Steve Hely seems to have conjured a flimsy plot just for the sake of lampooning the publishing industry. I wonder why he bothered with the pretext. The ex-girlfriend motivation was occasionally funny but largely uninteresting because the reader isn't made to care about Polly individually or the pair's relationship. Pete's boorish behavior at the wedding reception was completely predictable and the scenario is vastly overused elsewhere. The subplot involving Pete's boss' business ventures had no substance whatsoever. Everything not directly relevant to the exercise of writing the bestseller and its outcome was unnecessary filler. Even the frequent excerpts from other faux-bestsellers were more nuisance than entertainment.
Setting those things aside, however, the critical and cynical examination of popular fiction and publishing was humorous and occasionally poignant. His scathing portrait of book reviewers was hilarious (of course, one assumes it only applies to those with negative opinions). He illuminates truths that would-be novelists should consider: not all writers, even successful ones, make fat paychecks and the quantity of books sold to qualify as a bestseller is paltry compared to other entertainment numbers. His consideration of coincidental or random factors that may contribute to sales is also telling. Good fiction doesn't necessarily equal bestselling fiction. The reverse is also true. He adroitly points out that there are writers and works that are highly lauded today that didn't receive acclaim or financial reward in their day. Works now long forgotten outsold the "classics." What's an aspiring writer to do?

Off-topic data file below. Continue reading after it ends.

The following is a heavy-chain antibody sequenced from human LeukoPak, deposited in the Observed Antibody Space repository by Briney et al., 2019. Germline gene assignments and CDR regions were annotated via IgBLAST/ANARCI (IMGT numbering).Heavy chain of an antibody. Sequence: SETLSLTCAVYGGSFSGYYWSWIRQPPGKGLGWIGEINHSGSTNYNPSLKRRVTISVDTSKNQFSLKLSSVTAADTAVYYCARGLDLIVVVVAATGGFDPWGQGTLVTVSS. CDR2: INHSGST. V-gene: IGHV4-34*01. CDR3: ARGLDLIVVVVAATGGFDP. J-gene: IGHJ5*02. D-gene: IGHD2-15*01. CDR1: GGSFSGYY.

The author stops short of demonizing anyone (except book reviewers!) despite his sharp caricatures of pop-novelists and editors. In fact, Pete Tarslaw experiences something of an epiphany in the final pages that seems to soften his cynical views. Perhaps it was a bit of a cop out. Or perhaps it is merely an acknowledgment that there are undoubtedly opportunists as well as genuine articles out there. Who are we to judge between the two? Whichever writers or works are "true," it is certainly true that publishing and commercial success are fickle bedfellows. The author demonstrates that with abundant humor.
I think about the only nuance he might have missed seems to be that nothing today can be published that isn't part of trilogy. I'm sure that in pitch meetings these days the first question that is asked of any good idea is - can it be broken in to three books instead of one? I'm so tired of seeing what should be one really great book - drug out over three mediocre ones. The same way Hollywood can no longer greenlight a movie they can't see sequel potential in - publishers want to to feel the continued revenue of a three part series.
But back to this book. It's a biting satire about how today's publishing industry really works and how books with little to know literary value become best sellers and authors like Patterson or Grissom or Sparks get away with publishing the same story over and over again.
It's laugh out loud funny and it's not like anything else you've read this year.
Read it for that factor alone.